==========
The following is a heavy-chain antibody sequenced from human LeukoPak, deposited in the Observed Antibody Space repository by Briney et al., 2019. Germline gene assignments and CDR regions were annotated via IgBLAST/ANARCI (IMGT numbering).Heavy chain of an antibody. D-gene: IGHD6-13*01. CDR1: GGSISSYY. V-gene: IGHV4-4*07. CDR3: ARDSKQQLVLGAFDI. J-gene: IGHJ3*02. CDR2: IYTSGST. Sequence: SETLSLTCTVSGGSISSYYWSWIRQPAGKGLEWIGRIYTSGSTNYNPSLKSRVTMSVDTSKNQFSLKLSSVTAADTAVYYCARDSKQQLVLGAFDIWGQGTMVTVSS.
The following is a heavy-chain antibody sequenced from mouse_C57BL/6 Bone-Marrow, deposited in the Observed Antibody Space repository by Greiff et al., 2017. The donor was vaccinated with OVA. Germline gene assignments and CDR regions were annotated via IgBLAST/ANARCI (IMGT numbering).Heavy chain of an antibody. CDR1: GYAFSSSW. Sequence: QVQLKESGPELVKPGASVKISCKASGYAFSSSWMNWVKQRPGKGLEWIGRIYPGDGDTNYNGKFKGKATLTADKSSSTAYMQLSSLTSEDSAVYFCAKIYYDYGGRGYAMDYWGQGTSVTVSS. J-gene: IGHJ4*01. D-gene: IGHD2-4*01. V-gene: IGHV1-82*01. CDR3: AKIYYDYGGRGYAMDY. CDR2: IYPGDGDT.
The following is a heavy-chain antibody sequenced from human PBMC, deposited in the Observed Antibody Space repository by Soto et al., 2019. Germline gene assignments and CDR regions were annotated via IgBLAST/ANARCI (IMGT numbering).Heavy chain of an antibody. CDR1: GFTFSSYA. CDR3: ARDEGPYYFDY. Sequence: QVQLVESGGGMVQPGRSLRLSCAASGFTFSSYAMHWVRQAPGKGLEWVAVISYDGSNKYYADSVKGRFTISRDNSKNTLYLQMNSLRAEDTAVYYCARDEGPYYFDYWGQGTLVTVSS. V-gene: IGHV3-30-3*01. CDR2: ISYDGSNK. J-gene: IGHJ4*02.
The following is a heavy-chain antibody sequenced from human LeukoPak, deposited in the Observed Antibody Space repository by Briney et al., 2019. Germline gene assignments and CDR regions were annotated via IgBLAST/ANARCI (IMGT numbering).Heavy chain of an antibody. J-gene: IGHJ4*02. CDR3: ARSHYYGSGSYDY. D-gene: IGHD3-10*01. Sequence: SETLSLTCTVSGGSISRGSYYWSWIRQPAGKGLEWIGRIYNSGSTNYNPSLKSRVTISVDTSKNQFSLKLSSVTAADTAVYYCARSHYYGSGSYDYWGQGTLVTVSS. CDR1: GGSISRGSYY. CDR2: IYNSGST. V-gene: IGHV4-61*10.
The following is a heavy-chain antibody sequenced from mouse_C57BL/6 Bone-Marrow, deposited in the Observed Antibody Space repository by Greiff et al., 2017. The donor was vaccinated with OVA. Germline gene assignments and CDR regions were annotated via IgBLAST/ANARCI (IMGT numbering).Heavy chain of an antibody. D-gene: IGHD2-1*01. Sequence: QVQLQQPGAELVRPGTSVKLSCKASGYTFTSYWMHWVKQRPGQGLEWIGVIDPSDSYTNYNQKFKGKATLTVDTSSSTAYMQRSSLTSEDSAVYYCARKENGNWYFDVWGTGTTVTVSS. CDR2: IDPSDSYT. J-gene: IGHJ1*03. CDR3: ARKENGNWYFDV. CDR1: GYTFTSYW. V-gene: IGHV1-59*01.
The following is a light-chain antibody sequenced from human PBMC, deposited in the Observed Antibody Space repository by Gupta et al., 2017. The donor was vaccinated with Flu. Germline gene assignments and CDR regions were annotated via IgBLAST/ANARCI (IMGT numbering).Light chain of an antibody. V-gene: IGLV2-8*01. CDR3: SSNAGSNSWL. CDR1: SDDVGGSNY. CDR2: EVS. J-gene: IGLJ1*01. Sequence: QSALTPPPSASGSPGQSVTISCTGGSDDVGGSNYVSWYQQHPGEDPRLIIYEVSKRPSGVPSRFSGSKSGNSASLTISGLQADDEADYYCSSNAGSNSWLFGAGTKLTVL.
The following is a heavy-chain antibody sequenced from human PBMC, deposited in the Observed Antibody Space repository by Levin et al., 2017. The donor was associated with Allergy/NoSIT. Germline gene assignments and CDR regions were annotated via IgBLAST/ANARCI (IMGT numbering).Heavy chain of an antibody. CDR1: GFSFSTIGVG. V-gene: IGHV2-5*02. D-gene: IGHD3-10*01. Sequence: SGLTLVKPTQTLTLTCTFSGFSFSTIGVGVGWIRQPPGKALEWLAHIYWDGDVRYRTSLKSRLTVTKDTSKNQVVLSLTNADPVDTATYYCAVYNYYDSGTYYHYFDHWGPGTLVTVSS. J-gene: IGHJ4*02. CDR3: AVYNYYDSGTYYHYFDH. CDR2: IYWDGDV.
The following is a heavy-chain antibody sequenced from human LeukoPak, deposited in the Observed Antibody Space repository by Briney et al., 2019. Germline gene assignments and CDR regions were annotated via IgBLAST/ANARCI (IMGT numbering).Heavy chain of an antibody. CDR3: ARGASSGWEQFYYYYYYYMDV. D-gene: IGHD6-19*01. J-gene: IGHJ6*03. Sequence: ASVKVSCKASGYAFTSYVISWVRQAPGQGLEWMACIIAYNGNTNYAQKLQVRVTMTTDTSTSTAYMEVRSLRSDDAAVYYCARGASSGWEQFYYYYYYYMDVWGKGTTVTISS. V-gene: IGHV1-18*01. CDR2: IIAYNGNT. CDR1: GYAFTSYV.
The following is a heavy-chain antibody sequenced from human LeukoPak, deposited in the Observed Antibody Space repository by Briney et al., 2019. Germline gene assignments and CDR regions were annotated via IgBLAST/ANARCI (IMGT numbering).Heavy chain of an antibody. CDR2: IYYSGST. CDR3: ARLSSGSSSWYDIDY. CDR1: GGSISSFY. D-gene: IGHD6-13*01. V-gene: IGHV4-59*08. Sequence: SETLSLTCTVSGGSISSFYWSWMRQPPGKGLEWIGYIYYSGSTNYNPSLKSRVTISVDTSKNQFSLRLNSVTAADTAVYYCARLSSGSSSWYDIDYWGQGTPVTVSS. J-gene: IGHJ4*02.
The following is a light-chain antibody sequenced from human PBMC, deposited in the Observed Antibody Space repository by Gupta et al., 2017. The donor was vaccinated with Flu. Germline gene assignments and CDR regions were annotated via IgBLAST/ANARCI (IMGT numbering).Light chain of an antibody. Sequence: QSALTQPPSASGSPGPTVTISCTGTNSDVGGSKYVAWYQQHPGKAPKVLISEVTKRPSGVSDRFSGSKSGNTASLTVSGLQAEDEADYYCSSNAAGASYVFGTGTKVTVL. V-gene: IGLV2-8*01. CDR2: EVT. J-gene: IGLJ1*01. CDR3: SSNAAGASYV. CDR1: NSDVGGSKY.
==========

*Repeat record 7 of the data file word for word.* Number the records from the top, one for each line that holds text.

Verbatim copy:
The following is a heavy-chain antibody sequenced from human PBMC, deposited in the Observed Antibody Space repository by Levin et al., 2017. The donor was associated with Allergy/NoSIT. Germline gene assignments and CDR regions were annotated via IgBLAST/ANARCI (IMGT numbering).Heavy chain of an antibody. CDR1: GFSFSTIGVG. V-gene: IGHV2-5*02. D-gene: IGHD3-10*01. Sequence: SGLTLVKPTQTLTLTCTFSGFSFSTIGVGVGWIRQPPGKALEWLAHIYWDGDVRYRTSLKSRLTVTKDTSKNQVVLSLTNADPVDTATYYCAVYNYYDSGTYYHYFDHWGPGTLVTVSS. J-gene: IGHJ4*02. CDR3: AVYNYYDSGTYYHYFDH. CDR2: IYWDGDV.